In this case, appellees testified they owned their respective lots since the early 1970's and used the roadway continuously since then. There was no evidence, however, as to who their predecessors in title were and whether such predecessors made use of the roadway in question to reach their property. Appellees basically relied on evidence of use of the roadway by the public for over fifty years to establish the twenty-year continuous use requirement.

By this testimony that the road had been used by members of the public for the prescriptive period, appellees did not establish that they and their predecessors in title used the road for the required period. While it is true that in acquisition of a prescriptive easement, the use need not be exclusive and may be in common with the owner or the public, Hunt Land Holding Co. v. Schramm, 121 So.2d 697 (Fla. 2d DCA 1960), the party claiming an easement by prescription must show that he has acquired it by his own use (or that of his predecessors in title) independent of others and he cannot make his right depend on the enjoyment of a similar right by others. 2 G. Thompson, Commentaries on The Modern Law of Real Property,  343. To allow appellees to rely on use by members of the public to establish a private prescriptive easement would reduce the requirement of a twenty-year prescriptive period to a mockery. [*1]

This is not to say that no easement could have been found here. The proper course of action when confronted with long, continuous and adverse use by the general public is to seek a public prescriptive easement. [*2] Florida cases clearly establish that the public, like private parties, can acquire an easement by prescription. See, e.g., City of Daytona Beach v. Tona Rama, Inc., 294 So.2d 73 (Fla. 1974); Downing v. Bird, 100 So.2d at 64; Zetrouer v. Zetrouer, 89 Fla. 253, 103 So. 625 (1925). However, here appellees stipulated that they were not trying to establish a public prescriptive easement. In addition, it is generally a legally organized political entity, such as a city or county, which represents the general public in establishment of a public prescriptive easement. 2 Fla.Jur.2d Adverse Possession  54. See, e.g., Pinellas County v. Roach, 160 Fla. 713, 36 So.2d 364 (1948); Genet v. City of Hollywood, 400 So.2d 787 (Fla. 4th DCA 1981); Lake County v. Gatch, 168 So.2d 81 (Fla. 2d DCA 1964); Sumter County v. Brown, 123 So.2d 263 (Fla. 2d DCA 1960), cert. denied, 127 So.2d 679 (Fla. 1961); Berger v. City of Coral Gables, 101 So.2d 396 (Fla. 3d DCA 1958).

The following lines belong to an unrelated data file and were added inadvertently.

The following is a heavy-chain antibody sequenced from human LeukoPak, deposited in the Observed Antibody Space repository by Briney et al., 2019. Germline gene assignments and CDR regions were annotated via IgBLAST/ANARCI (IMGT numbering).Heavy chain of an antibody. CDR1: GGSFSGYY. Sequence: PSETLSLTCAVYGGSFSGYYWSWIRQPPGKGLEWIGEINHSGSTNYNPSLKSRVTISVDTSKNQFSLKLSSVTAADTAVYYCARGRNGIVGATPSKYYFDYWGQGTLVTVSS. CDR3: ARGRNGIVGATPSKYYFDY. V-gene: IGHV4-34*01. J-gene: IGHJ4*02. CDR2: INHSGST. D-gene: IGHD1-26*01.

REVERSED.

COBB, C.J., and DAUKSCH, J., concur.


[*1] Appellees' reliance on Zetrouer v. Zetrouer, 89 Fla. 253, 103 So. 625 (1925) as supporting a finding of a private prescriptive easement in their behalf is misplaced. In Zetrouer, the claimant alleged that he and "his predecessor in title have used the road" for more than thirty years. The supreme court, in affirming the granting of an injunction to prevent obstruction of the road, declared:

The affidavits amply support the claim of continuous, uninterrupted use of the road by complainant and the public for more than 35 years. Where the common law obtains, twenty years continuous and uninterrupted use had always created a prescriptive right as well in the public as private individuals.

103 So. at 627.

Unlike in Zetrouer, here appellees did not show continuous use by themselves and their predecessors in title for at least twenty years.

[*2] For purposes of clarification, we do not hold that adverse use was shown here. Rather, because appellees failed to establish the element of continuous use, we do not address the remaining elements necessary for establishment of a prescriptive easement.